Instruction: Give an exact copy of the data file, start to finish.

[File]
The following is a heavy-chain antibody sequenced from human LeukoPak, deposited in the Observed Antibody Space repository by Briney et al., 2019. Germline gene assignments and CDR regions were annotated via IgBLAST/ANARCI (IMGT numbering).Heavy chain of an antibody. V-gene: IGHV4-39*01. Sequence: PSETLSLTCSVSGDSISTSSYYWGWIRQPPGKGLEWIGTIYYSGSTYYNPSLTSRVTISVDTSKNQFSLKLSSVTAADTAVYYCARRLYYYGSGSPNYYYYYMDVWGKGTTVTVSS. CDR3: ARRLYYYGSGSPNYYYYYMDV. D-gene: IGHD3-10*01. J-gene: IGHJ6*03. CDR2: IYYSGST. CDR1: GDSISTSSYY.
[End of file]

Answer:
The following is a heavy-chain antibody sequenced from human LeukoPak, deposited in the Observed Antibody Space repository by Briney et al., 2019. Germline gene assignments and CDR regions were annotated via IgBLAST/ANARCI (IMGT numbering).Heavy chain of an antibody. V-gene: IGHV4-39*01. Sequence: PSETLSLTCSVSGDSISTSSYYWGWIRQPPGKGLEWIGTIYYSGSTYYNPSLTSRVTISVDTSKNQFSLKLSSVTAADTAVYYCARRLYYYGSGSPNYYYYYMDVWGKGTTVTVSS. CDR3: ARRLYYYGSGSPNYYYYYMDV. D-gene: IGHD3-10*01. J-gene: IGHJ6*03. CDR2: IYYSGST. CDR1: GDSISTSSYY.